My favorite book  Feb 20, 2008
It's hard to write a review of your favorite book. It's hard to describe in words the wonderful hours I spent reading and rereading it. No other book has captured the joy of being a kid so well, and the adventures that the world has to offer. Through excitement and peril to lazy days spent on Huck's raft, this book absorbs you from start to finish.

The plot is superb and extremely well-written. Twain writes with a remarkable feel for dialog and description. This knowingness probably stems from the fact that the story is partly inspired by Twain's own boyhood. He himself lived along the Great River, and he knew all of its sights and sounds.

The characters are extremely well-crafted. I could always relate to Huck, who seems to represent boyhood personified. His wish for greater adventures, for fun - for the easy life - was something that enthralled me when I was young. I, too, wished to have a raft, to be floating down the Mississippi River with Huck.

However, this remarkable book is not so much an adventure story as it is a critique of the society of that time. Many not-so-childish issues are addressed, such as the evil of slavery.

The story is filled with adventure: Huck runs away from his abusive father, finds a canoe and sails to an island, where he finds a runaway slave named Jim. Together, they sail through the Mississippi River while danger hounds our protagonists every step of the way. There are twists and turns, but be assured that all will be fine in the end.

What I believe makes this book great is how Twain is able to make the reader feel as though he is with Huck. The story, told from Huck's perspective, complete with bad grammar, etc. is so convincing that you almost forget that Huck himself didn't write the book. A remarkable achievement in American literature.

The Dover Thrift Edition is cheap and unabridged, and I highly recommend it. There are, however, no pictures, but in a book as good as "Huck Finn", it seems as though one sentence is worth a thousand pictures!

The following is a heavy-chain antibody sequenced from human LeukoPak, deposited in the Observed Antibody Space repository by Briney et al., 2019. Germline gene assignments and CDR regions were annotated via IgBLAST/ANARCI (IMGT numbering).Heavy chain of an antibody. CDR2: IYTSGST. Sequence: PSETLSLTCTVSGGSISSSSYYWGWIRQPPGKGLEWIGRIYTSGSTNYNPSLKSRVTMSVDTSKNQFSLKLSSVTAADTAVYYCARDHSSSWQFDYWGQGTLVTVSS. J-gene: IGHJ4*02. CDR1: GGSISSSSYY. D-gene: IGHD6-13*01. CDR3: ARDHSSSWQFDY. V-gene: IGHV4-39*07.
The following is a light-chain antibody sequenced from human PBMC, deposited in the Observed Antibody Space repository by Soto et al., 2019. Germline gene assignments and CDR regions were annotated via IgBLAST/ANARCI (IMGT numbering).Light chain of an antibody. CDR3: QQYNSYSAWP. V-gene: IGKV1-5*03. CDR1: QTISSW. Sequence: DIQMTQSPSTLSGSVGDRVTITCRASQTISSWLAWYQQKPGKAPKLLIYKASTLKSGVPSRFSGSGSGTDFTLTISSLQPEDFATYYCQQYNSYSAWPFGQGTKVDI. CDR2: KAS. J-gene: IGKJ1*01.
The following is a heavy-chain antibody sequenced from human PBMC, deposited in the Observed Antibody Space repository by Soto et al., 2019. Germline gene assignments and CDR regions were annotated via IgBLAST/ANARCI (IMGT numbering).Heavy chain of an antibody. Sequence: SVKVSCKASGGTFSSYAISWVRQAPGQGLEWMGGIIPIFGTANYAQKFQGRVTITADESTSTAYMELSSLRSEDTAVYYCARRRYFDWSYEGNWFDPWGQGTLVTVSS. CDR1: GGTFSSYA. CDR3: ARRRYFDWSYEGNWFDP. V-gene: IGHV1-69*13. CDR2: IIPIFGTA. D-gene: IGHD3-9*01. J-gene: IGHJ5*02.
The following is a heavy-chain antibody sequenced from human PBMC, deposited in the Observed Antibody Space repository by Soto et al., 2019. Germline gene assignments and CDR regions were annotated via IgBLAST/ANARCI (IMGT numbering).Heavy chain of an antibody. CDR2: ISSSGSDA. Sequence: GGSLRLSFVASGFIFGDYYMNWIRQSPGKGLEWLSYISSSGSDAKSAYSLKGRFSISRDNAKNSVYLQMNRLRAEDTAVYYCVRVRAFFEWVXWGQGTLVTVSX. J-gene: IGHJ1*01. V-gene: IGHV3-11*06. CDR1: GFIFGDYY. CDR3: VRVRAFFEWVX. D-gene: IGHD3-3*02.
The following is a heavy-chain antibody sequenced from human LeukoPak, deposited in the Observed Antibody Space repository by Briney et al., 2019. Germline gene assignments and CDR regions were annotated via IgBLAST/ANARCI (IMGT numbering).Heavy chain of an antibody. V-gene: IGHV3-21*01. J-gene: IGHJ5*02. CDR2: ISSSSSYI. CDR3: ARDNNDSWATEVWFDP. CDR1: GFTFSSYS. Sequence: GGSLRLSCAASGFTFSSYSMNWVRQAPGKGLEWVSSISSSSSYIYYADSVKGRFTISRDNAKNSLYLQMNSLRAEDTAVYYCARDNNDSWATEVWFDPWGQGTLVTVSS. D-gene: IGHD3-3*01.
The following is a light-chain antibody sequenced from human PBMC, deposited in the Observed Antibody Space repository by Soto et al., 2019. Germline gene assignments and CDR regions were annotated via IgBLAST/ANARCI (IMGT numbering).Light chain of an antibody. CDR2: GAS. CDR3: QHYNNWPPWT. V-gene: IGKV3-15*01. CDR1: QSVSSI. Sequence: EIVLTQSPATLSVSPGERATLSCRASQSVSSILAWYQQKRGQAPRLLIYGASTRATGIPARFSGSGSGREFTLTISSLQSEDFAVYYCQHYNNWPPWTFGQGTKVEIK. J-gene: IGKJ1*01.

A great American classic  Feb 8, 2008
The Adventures of Huckleberry Finn is one of those novels that could easily go either way in the minds of a reader. Some people find it either boring or offensive, particularly because of its excessive use of the "n word." Others balk at the unbelievability of the plot premises (such as carrying an escaped slave south rather than north). Still others find the excessively colloquial linguistic style distracting and difficult to read. Any or all of the above could cause a person to dislike this story.

I myself certainly noticed the shortcomings above (although I personally enjoyed the colloquial language and realized that the use of the "n word" was historically accurate and would have been used much as we today say "black" or "African-American"). However, I was able to largely overlook the problems of the novel and appreciate it on a more simple level: an adventure-filled journey down the river.

In addition, I appreciated the central device of Huck's character: he acts consistently against his conscience, which is representative of the deplorable attitudes that were prevalent at the time. Through his actions, we see that he is not truly racist, but that society has imposed racism upon him. We see that he is impressionable, and will allow bad things to happen for a while, but ultimately he will step in and try to stop them. In this way, he is representative of the "innocent" child, whose worse qualities are always a result of others around him rather than anything innate.

Overall, this book is worth reading as a parable on freedom and conscience, and deserves a place among the great American classics.